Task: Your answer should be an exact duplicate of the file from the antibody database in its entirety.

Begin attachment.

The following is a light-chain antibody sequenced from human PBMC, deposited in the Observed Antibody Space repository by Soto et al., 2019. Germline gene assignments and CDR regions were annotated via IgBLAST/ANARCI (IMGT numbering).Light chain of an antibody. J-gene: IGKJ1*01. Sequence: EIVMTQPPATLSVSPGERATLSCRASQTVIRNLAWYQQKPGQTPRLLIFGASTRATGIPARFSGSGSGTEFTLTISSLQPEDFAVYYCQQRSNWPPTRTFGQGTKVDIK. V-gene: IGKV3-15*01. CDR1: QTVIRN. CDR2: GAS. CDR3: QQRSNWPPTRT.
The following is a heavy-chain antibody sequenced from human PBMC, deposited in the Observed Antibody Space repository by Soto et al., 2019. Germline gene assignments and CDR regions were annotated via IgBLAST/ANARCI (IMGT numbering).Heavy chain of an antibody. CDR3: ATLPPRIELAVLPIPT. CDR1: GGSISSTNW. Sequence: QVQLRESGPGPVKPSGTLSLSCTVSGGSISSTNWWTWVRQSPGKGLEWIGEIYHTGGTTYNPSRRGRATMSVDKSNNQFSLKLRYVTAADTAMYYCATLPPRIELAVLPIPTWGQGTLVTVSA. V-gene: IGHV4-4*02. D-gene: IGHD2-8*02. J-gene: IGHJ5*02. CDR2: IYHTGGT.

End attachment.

The following is a light-chain antibody sequenced from human PBMC, deposited in the Observed Antibody Space repository by Soto et al., 2019. Germline gene assignments and CDR regions were annotated via IgBLAST/ANARCI (IMGT numbering).Light chain of an antibody. J-gene: IGKJ1*01. Sequence: EIVMTQPPATLSVSPGERATLSCRASQTVIRNLAWYQQKPGQTPRLLIFGASTRATGIPARFSGSGSGTEFTLTISSLQPEDFAVYYCQQRSNWPPTRTFGQGTKVDIK. V-gene: IGKV3-15*01. CDR1: QTVIRN. CDR2: GAS. CDR3: QQRSNWPPTRT.
The following is a heavy-chain antibody sequenced from human PBMC, deposited in the Observed Antibody Space repository by Soto et al., 2019. Germline gene assignments and CDR regions were annotated via IgBLAST/ANARCI (IMGT numbering).Heavy chain of an antibody. CDR3: ATLPPRIELAVLPIPT. CDR1: GGSISSTNW. Sequence: QVQLRESGPGPVKPSGTLSLSCTVSGGSISSTNWWTWVRQSPGKGLEWIGEIYHTGGTTYNPSRRGRATMSVDKSNNQFSLKLRYVTAADTAMYYCATLPPRIELAVLPIPTWGQGTLVTVSA. V-gene: IGHV4-4*02. D-gene: IGHD2-8*02. J-gene: IGHJ5*02. CDR2: IYHTGGT.